THE Government is coming under increasing pressure to reconsider a proposed formula which would see east Cheshire schools become the worst funded in the country.
Under the national funding formula for state schools in England, Cheshire East Council would become the lowest funded local authority, down from £4,158 per head to £4,122 per head.
The Education Policy Institute has today announced that secondary schools across the country could lose the equivalent of six teachers if the funding formula goes ahead alongside other financial pressures, such as increases in pension and national insurance contributions, and cuts to a major education grant.
George Osborne, Tory MP for Tatton and former chancellor, announced last week that he had met with Justine Greening MP, education secretary, alongside Eddisbury MP Antoinette Sandbach and Macclesfield MP David Rutley to voice his concerns on the plan.
Writing on his website, he said: “I wanted the Government to know directly how concerned local teachers and parents in Cheshire are about the new schools formula.
“Everyone knows we need a new formula and that there isn't extra money lying around, but the money needs to be fairly distributed.
“I said when I met with local schools I would be a strong voice for them – and that's what I will continue to do. My hope and expectation is that the message is getting through.”
Reports in the national press have today suggested that Theresa May, prime minister, could be forced into performing a U-turn on the proposal following pressure by backbench MPs.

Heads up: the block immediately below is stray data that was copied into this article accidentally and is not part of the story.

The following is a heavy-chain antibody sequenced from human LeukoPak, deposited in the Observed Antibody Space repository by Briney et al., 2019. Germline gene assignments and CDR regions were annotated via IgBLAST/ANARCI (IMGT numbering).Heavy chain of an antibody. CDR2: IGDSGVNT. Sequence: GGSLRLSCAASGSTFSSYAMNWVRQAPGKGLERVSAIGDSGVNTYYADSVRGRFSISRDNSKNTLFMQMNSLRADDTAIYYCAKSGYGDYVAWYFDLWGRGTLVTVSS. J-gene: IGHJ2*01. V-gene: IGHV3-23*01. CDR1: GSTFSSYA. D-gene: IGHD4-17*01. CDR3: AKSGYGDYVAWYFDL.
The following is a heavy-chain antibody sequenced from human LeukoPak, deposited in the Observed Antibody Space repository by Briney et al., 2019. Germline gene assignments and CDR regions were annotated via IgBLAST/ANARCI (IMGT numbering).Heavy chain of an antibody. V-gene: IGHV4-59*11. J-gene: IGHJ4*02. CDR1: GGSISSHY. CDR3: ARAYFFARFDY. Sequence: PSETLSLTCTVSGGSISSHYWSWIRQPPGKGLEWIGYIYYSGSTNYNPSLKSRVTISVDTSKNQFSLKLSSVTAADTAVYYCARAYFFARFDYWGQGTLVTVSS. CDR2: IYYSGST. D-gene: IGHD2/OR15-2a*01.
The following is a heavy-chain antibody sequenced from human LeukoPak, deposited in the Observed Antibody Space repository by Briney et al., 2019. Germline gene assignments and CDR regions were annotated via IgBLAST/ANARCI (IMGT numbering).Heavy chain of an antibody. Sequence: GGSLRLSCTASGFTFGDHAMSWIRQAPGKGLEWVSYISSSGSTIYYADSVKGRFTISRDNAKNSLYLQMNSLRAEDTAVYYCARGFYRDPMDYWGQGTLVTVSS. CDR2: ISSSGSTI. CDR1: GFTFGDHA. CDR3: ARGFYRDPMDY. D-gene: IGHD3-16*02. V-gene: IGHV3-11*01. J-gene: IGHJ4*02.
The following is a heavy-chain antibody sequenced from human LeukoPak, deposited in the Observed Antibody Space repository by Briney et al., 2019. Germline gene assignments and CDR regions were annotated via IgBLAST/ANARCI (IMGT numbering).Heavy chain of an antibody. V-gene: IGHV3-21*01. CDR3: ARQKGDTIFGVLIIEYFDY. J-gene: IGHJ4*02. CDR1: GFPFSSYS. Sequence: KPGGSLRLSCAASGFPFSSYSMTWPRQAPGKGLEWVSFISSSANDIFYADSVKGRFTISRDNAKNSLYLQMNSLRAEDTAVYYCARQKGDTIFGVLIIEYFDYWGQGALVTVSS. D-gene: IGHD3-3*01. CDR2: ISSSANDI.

Fair Funding for All Schools – Cheshire East is holding a protest against the funding formula in Sandbach from 11am tomorrow, March 18.
Victoria Andersson, from the group, told the Guardian a Government U-turn would be ‘good news’, and urges as many parents as possible to show their support tomorrow.
“It seems that MPs are finally seeing sense on funding,” she said.
“Tory MPs are realising the problem, and I know that east Cheshire MPs are against the funding formula.
“The MPs that attended our recent meeting [Mr Rutley and William Wragg, MP for Hazel Grove] did not agree to the funding formula, and felt it was flawed from the start.
“So many schools will miss out on funding across the country, not just because of the funding formula, but with the other financial pressures schools are facing.”
But the Department for Education insists that the funding formula would be fairer for pupils across England.
A spokesman said: "School funding is at its highest level on record at more than £40bn in 2016-17 and that is set to rise, as pupil numbers rise over the next two years to £42bn in 2019-20.
"Under our proposed new funding formula schools will be funded according to their pupils' needs, rather than by their postcode, with more than half set to receive a cash boost.
"Of course we recognise that schools are facing cost pressures, which is why we will continue to provide support to help them use their funding in cost effective ways.”
Consultation on the proposed funding formula ends on Wednesday, March 22.
To have your say, visit consult.education.gov.uk/funding-policy-unit/schools-national-funding-formula2